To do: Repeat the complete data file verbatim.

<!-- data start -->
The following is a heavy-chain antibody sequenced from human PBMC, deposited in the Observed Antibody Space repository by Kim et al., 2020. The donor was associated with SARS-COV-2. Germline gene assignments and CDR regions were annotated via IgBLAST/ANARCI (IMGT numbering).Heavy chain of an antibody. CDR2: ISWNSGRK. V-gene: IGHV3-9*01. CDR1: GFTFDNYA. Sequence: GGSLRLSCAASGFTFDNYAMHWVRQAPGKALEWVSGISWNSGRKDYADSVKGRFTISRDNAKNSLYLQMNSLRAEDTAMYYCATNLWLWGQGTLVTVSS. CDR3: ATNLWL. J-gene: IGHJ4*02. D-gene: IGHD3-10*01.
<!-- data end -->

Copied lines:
The following is a heavy-chain antibody sequenced from human PBMC, deposited in the Observed Antibody Space repository by Kim et al., 2020. The donor was associated with SARS-COV-2. Germline gene assignments and CDR regions were annotated via IgBLAST/ANARCI (IMGT numbering).Heavy chain of an antibody. CDR2: ISWNSGRK. V-gene: IGHV3-9*01. CDR1: GFTFDNYA. Sequence: GGSLRLSCAASGFTFDNYAMHWVRQAPGKALEWVSGISWNSGRKDYADSVKGRFTISRDNAKNSLYLQMNSLRAEDTAMYYCATNLWLWGQGTLVTVSS. CDR3: ATNLWL. J-gene: IGHJ4*02. D-gene: IGHD3-10*01.